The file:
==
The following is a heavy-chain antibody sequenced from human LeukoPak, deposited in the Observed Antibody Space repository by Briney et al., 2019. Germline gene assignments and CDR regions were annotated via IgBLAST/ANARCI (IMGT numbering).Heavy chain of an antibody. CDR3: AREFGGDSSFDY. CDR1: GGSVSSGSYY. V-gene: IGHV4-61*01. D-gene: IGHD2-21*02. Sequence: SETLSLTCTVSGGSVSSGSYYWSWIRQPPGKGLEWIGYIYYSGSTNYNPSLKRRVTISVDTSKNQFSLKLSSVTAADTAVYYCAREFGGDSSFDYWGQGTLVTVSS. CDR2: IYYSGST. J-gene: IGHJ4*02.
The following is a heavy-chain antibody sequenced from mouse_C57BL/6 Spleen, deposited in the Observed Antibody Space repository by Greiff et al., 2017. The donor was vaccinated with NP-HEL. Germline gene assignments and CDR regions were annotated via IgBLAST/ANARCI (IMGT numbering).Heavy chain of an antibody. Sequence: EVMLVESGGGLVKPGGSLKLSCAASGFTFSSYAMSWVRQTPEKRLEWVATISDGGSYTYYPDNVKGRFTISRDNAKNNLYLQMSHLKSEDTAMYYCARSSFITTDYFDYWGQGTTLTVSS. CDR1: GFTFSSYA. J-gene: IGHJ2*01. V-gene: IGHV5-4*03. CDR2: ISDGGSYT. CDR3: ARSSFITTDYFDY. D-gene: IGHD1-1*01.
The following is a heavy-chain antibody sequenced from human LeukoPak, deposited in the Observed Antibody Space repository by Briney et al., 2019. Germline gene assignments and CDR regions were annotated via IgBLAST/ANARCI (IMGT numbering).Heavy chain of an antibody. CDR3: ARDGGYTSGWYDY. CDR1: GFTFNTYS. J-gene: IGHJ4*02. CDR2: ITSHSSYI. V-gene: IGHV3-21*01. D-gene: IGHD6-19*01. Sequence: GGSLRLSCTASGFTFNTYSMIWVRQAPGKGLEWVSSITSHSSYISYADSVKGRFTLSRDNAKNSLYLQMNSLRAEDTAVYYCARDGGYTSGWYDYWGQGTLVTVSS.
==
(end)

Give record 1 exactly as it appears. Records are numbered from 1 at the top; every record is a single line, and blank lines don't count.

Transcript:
The following is a heavy-chain antibody sequenced from human LeukoPak, deposited in the Observed Antibody Space repository by Briney et al., 2019. Germline gene assignments and CDR regions were annotated via IgBLAST/ANARCI (IMGT numbering).Heavy chain of an antibody. CDR3: AREFGGDSSFDY. CDR1: GGSVSSGSYY. V-gene: IGHV4-61*01. D-gene: IGHD2-21*02. Sequence: SETLSLTCTVSGGSVSSGSYYWSWIRQPPGKGLEWIGYIYYSGSTNYNPSLKRRVTISVDTSKNQFSLKLSSVTAADTAVYYCAREFGGDSSFDYWGQGTLVTVSS. CDR2: IYYSGST. J-gene: IGHJ4*02.